Now, you are aware that Paul makes the same point in 1 Cor. 7, though in a much more prosaic way. “It is better to marry than to burn with passion,” he says in a context in which he is advocating an erotic marriage and condemning the ascetic ideal of a spiritual marriage (an idea that continued to appeal even in the 4th century; cf. Chrysostom’s scathing denunciation of the practice). He requires husbands and wives to be sexual lovers over against the idea, congenial in a Greco-Roman Christian context, that even in marriage the less physical, the less sensual, the better.

1 Corinthians 7:1-5

  1. 1 Cor. 7:1: a mistranslation in the NIV. Literally, “to touch a woman,” (e.g. Gen. 20:6), meaning to have sex with a woman, not to marry her.
  2. 1 Cor. 7:2-5: Paul is not talking about whether men and women should marry (though he will get to that subject) but about whether married men and women should have an erotic marriage. And in v. 5 he speaks of a spouse “depriving” the other – the word is the same word as that translated “defraud” in 6:7-8 – a strong characterization of a sexless marriage.
  3. It is in this context of erotic marriage that Paul then in v. 9 advises those – and they must be the vast majority – who cannot live singly without great difficulty to marry, precisely for this reason, that marriage is the divinely ordered, the sound, the life-giving way to express, to enjoy, and to satisfy sexual urges.  “It is better to marry than to burn with passion.” Here “burn” is used in the sense of “destructive burning.”

Now, with that foundation laid, the foundation of an erotic marriage as the blessing of life and the intention of God, let me now elaborate on several dimensions of that picture, especially as they are presented in the more vivacious way of the Old Testament.  Let me begin with another text that sets forth in a very earthy way the celebration of the physical and sensual character of married love

Proverbs 30:18-19

  1. v. 19: the way of a man with? or in a maiden. The Talmud, Keil and Delitzsch, Bruce Waltke, e.g. take it as a reference to intercourse and for these reasons.
  1. The preposition, בּ, is the ordinary word for “in.”
  2. The comparisons all have to do with marvelous, mysterious motions of something in a medium: the large and heavy eagle that seems to defy gravity; the snake that uses sideways motion to slither straight ahead so quickly, and the ship that riding on the surface of the ocean defies the limitless depths below. Well there is something very mysterious and wonderful about this motion as well!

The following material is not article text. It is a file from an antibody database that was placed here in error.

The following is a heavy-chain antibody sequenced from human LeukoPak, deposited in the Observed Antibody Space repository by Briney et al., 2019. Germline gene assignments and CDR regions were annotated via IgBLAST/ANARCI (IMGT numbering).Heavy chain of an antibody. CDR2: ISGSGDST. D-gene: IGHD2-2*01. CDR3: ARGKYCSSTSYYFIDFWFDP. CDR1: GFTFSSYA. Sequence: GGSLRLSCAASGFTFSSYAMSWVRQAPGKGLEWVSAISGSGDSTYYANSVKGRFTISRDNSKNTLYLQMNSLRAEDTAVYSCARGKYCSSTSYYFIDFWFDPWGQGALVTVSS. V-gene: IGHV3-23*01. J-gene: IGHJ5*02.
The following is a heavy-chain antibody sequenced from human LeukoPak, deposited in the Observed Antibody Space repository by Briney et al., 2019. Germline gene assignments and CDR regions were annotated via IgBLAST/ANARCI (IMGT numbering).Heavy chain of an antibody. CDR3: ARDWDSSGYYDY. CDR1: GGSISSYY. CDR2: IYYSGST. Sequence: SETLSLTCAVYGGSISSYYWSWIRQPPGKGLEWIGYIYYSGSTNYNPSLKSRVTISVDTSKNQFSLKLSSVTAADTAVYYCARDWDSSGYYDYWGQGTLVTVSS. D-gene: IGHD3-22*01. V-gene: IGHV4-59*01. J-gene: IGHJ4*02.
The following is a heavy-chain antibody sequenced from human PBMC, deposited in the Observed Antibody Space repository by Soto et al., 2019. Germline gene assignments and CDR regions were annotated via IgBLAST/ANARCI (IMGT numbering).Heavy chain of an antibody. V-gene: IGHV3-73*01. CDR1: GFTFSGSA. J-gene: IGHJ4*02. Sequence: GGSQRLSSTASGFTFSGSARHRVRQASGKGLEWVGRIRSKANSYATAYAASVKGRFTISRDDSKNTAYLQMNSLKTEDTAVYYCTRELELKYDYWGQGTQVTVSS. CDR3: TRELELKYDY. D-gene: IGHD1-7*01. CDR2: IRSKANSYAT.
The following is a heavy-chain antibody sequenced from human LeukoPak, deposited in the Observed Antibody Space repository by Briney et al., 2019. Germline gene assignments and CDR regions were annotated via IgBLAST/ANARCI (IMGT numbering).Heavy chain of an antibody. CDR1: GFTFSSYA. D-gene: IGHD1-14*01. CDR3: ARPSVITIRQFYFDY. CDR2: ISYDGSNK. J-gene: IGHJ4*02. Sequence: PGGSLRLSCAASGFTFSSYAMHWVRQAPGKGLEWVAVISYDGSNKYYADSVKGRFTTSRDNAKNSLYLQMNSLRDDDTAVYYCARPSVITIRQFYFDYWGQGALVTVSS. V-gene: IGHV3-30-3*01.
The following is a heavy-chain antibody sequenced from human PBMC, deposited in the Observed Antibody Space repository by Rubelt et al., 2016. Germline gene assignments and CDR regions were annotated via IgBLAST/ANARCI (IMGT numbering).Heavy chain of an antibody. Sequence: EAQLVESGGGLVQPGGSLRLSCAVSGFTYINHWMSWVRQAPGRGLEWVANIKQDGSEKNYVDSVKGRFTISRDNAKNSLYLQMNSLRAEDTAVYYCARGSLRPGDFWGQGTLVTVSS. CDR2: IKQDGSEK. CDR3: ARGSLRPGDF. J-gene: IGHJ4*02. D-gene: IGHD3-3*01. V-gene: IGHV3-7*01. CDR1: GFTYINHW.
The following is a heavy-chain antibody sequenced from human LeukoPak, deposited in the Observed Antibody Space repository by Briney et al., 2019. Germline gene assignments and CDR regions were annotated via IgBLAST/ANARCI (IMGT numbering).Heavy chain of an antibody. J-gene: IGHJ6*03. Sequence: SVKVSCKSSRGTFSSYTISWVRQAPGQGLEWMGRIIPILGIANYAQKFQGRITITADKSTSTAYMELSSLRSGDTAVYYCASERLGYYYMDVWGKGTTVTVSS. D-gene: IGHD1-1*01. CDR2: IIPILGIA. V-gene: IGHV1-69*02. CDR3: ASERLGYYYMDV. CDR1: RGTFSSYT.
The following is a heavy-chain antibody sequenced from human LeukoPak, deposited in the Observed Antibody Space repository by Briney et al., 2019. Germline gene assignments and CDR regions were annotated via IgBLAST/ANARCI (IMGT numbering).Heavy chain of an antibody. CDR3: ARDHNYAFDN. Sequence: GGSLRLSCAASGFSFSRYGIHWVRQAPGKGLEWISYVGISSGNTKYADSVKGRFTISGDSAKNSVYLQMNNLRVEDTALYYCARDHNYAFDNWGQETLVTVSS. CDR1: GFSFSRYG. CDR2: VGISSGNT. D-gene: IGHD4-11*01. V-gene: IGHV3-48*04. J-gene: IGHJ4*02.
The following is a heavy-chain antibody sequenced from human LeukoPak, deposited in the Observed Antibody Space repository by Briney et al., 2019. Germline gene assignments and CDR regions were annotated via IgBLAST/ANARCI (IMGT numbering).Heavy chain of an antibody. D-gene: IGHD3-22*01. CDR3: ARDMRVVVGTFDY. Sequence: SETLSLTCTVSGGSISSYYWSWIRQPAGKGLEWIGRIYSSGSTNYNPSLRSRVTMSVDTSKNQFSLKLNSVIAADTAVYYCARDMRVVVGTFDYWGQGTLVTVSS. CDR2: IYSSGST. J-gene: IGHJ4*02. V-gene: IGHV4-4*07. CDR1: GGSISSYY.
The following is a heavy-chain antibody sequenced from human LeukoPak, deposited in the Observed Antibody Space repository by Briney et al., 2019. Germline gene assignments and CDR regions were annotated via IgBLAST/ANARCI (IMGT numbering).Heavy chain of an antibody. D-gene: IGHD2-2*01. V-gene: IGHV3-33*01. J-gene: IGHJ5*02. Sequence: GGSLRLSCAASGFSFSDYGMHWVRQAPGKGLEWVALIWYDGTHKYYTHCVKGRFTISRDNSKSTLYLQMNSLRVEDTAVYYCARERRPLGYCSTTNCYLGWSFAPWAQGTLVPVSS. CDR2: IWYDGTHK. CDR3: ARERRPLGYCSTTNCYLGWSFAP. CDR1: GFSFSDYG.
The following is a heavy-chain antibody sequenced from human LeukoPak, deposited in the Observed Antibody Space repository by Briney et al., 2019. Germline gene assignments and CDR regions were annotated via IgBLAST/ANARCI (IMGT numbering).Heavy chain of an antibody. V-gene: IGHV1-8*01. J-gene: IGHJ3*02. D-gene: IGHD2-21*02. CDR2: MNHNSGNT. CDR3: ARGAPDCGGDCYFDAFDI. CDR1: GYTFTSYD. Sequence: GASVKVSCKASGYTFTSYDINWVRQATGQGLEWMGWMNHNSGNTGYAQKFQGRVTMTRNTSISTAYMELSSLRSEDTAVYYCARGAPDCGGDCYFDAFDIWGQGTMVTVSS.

3. The contrast with v. 20 suggests a contrast between pure sexual love and impure. This is the first, the initial sexual act, virginal marital sex. The word for maiden is almah, the famous “virgin” of Isaiah 7:14.
  1. Here, then, following upon 5:19 we have another celebration of the erotic element in life and in marriage.
  2. The earthiness of the description is also worth pointing out. The text invites the image of the sexual motion itself. We have noted that modern English translations tend to tone down this element of the Hebrew text as it has here with with instead of the more physical in. Another example was provided us several weeks ago in Ezekiel 16:25, in the description of Israel’s promiscuity and adultery as the Lord’s unfaithful beloved, where the NIV has “offering your body with increasing promiscuity to anyone who passed by.” The ESV has “offering yourself.” But the ESV at least includes the marginal note that the Hebrew literally reads “spreading your legs.” The Bible is chaste. It is never prurient. But it is very definitely not prudish whether speaking sarcastically about sin or positively about wedded love. It does not scruple to speak directly of the mystery and the wonder of a man in a maiden.

Nor, as we saw in 5:19, does it scruple to revel in the erogenous parts of the human body and, especially, the female human body.

Song of Songs 7:1-9

We have read already of the woman’s breasts and the sexual fulfillment they provide her husband. Here, we have the entire body.  Now, a word in the way of introduction to this text. The Bible does sometimes draw attention to the appearance of men. We are told, for example, that Joseph, David, and Daniel were handsome men. But much more often the Bible draws attention to the appearance of women. Over and again it describes a woman as beautiful, or beautiful in form and features.  Sarah was very beautiful (Gen. 12:11); Rebekah was very beautiful (24:16); Rachel was lovely in form and beautiful (29:17); in Deut. 21:10 it is assumed that Israelite soldiers would be attracted to the beautiful women among their captives; Abigail was an intelligent and beautiful woman (1 Sam. 25:3); Bathsheba was very beautiful (2 Sam. 11:2); so was Tamar, the beautiful sister of Absalom (13:1); Queen Vashti was lovely to look at (1:11); Esther was lovely in form and features (2:7); so were Job’s daughters (42:15); and so on. Beauty is a blessing from God and, like all other blessings, something to be grateful for, something to put to its proper use, and something to be cultivated. For this reason the accentuation of beauty in the Bible, while possibly a snare (so Paul and Peter) is entirely acceptable in its own right (Ezek. 16; Song of Songs). What is beauty in this respect? In the eye of…standard differs from man to man, culture to culture, time to time.